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Re: Raw devices vs. Filesystems

From: Christopher Browne <cbbrowne(at)acm(dot)org>
To: pgsql-admin(at)postgresql(dot)org
Subject: Re: Raw devices vs. Filesystems
Date: 2004-03-29 18:28:47
Message-ID: m3oeqf4ie8.fsf@wolfe.cbbrowne.com (view raw or flat)
Thread:
Lists: pgsql-admin
After takin a swig o' Arrakan spice grog, el_vigia_ec(at)hotmail(dot)com ("Jaime Casanova") belched out:
> Can you tell me (or at least guide me to a palce where i can find the
> answer) what are the benefits of filesystems over raw devices?

For PostgreSQL, filesystems have the merit that you can actually use
them.  PostgreSQL doesn't support use of "raw devices."

Two major benefits of using filesystems as opposed to raw devices are
that:

a) The use of raw devices is dramatically non-portable; you have to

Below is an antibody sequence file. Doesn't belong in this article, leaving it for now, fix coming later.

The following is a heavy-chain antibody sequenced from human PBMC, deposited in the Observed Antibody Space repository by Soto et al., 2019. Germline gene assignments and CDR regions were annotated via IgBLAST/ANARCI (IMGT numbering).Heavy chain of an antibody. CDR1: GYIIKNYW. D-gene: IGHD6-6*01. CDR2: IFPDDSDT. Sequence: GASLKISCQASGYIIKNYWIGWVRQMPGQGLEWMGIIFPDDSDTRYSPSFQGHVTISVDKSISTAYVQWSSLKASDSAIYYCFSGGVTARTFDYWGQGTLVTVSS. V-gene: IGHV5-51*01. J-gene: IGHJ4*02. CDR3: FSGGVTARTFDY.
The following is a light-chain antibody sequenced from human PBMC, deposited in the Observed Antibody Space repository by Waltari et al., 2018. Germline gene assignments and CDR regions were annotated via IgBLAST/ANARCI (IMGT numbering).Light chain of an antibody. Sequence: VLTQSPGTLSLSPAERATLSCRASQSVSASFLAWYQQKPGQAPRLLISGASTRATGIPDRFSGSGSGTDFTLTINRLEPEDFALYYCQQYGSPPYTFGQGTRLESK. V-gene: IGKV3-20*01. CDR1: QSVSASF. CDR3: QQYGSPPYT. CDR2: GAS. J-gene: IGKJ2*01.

reimplement data access on every platform you are trying to
   support; 

b) The use of raw devices essentially mandates that you implement
   some form of generic filesystem on top of them, which adds
   considerable complexity to your code.

Two benefits to raw devices are claimed...

c) It's faster.  But that assumes that the "cooked" filesystems are
   implemented fairly badly.  That was typically true, a dozen
   years ago, but it isn't so typical now, particularly with a
   fancy cacheing controller.

d) It guarantees application control of update ordering.  Of course,
   with a cacheing controller, or disk drives that lie to one degree
   or another, those guarantees might be gone anyways.

There are other filesystem advantages, such as

e) Shifting "cooked" data around may be as simple as a "mv," whereas
   reorganizing on raw disk requires DB-specific tools...

> And what filesystem is the best for postgresql performance?

That would depend, assortedly, on what OS you are using, what kind of
hardware you are running on, what kind of usage patterns you have, as
well as on how you define the notion of "best."

Absent of any indication of any of those things, the best that can be
said is "that depends..."
-- 
(format nil "~S(at)~S" "cbbrowne" "acm.org")
http://cbbrowne.com/info/languages.html
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Your XGP output is startling.

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